Guide: Stability testing with Prime 95

In this short guide I will explain how you can test the stability of your computer using the tool Prime 95. Overclocking causes instabilities at a certain point if you either reach the thermal or the electrical limit of your CPU. To see if your system is stable, Prime 95 is a very simple way to test.

First of all, you need the Prime 95 tool. Pick the version according to your operating systems:

Prime 95 v28.5 64-Bit
15.39 MB | 25596 downloads

Prime 95 v28.5 32-Bit
4.13 MB | 1008 downloads

You can also find different versions of Prime 95 in the Download Section.

The latest Intel CPUs feature the AVX instruction. Prime 95 27.7 and newer versions supports the AVX instruction which results in a higher load and core temperature. This will result in a lower overclockability, but a higher stability. However, almost no program or game can handle the AVX instruction. If you’re not using anything which features AVX, you can use Prime 95 26.6 without AVX so you might reach higher clocks.

Note: AVX only works with Windows 7 Service Pack 1 and newer.

It’s very important to keep an eye on the CPU core temperature. I recommend to use the tool Core Temp to check the temperature.

CoreTemp 1.0 RC6
717.26 KB | 7389 downloads
CoreTemp 1.0 RC7
301.49 KB | 3832 downloads

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Once you got both tools ready, start Core Temp and check if you can see the temperature of all cores and if they make sense. On some AMD CPUs you will have odd values like a core temperature below the ambient temperature. This is not possible and if you experience this, check for a different tool to read out the core temperature. You can simply comment on this posting if you need help.

In the next step launch the Prime95.exe. You should now see something like this:

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Click on “Just Stress Testing” to access the test settings.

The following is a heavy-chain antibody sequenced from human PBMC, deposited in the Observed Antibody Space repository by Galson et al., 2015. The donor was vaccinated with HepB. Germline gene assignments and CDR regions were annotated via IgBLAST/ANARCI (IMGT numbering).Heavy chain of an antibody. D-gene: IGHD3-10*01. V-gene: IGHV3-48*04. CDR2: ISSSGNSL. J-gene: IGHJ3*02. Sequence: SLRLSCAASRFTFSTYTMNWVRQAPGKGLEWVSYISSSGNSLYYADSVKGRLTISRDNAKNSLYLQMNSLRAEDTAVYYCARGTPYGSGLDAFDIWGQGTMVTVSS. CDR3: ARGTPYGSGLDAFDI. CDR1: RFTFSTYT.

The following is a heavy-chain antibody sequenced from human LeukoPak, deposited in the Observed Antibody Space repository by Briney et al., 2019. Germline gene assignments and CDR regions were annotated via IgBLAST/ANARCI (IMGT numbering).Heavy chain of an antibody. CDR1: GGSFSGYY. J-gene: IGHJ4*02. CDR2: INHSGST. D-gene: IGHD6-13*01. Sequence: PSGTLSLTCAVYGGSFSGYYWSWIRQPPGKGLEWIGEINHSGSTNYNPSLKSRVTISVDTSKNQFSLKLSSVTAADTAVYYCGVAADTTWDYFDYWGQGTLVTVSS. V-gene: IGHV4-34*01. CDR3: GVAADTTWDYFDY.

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Prime 95 comes with several different test options. Depending on which part of your system or CPU you want to test, you have to select the specific option.

I always recommend to use the “Custom” test with your own settings. The “Number of torture test threads” should be the same like like the threads of your CPU. For example if you use an i7-4770K with 4 Cores / 8 threads you should use 8 torture test threads. If you are unsure about the amount of threads of your system, simply open your taskmanager and count the amount of threads. Usually Prime95 detects the correct amount of threads and you don’t have to change it.

The correct torture test settings are important to test the right things of your system. These are the most important FFT sizes:

  • 1344K: High load on the core and the core voltage
  • 8K: Maximum heat production to test your cooling solution
  • 800K: Test RAM stability
  • 864K: Test the whole system

If you are overclocking your CPU, the first step would be to test the core clock. Set the Min FFT and Max FFT size to 1344 and check “Run FFTs in-place”. Also make sure that the time is set to 15 minutes.

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Run this test for about 30 minutes to see if your CPU core is stable or not. Always check the temperature in Core Temp at the same time to make sure it does not exceed the maximum temperature of your processor.

Maximum recommended temperatures:

  • Intel Haswell (E): 90 °C
  • Intel Devils Canyon: 90 °C
  • Intel Ivy Bridge (E): 90 °C
  • Intel Sandy Bridge (E): 90 °C
  • AMD Vishera / Bulldozer: 75 °C
  • AMD Kaveri / Trinity / Richland: 75 °C

 

If it passed 1344K test for 30 minutes, you can either keep on tuning your CPU or go on with a full system test to see if it is 24/7 stable. Set the torture test to a Min FFT size of 8K and the Max FFTs to 4096K. Make sure “Run FFTs in-place” is still checked and the time is also still set to 15 minutes.

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Prime95 will now run a full test in the following order:

448k, 8k, 512k, 12k, 576k, 18k, 672k, 21k, 768k, 25k, 864k, 32k, 960k, 36k, 1120k, 48k, 1200k, 60k, 1344k, 72k, 1536k, 84k, 1728k, 100k, 1920k, 120k, 2240k, 140k, 2400k, 160k, 2688k, 192k, 2880k, 224k, 3200k, 256k, 3456k, 288k, 3840k, 336k, 400k, 480k, 10k, 560k, 16k, 640k, 20k, 720k, 24k, 800k, 28k, 896k, 35k, 1024k, 40k, 1152k, 50k, 1280k, 64k, 1440k, 80k, 1600k, 96k, 1792k, 112k, 2048k, 128k, 2304k, 144k, 2560k, 168k, 2800k, 200k, 3072k, 240k, 3360k, 280k, 3584k, 320k, 4000k, 384k, 4096k

Usually this will take about 21 hours. So only run the full test if you really want to keep the settings for your 24/7 system.

Debugging:

If Prime95 simply stops running with an error, your system is most likely unstable. Raise voltages if you still have room in the temperature or lower the clocks.

You might also experience bluescreens during the torture test. The hex value in the bluescreen can be an indicator to find the issue. However these values might change from generation to generation.

  • 0x00000124: Core clock is unstable. You need a higher core voltage
  • 0x00000101: Input voltage (Intel Haswell) or Uncore (Intel Haswell)
  • 0x00000050: RAM is unstable. Lower clock or raise memory voltage

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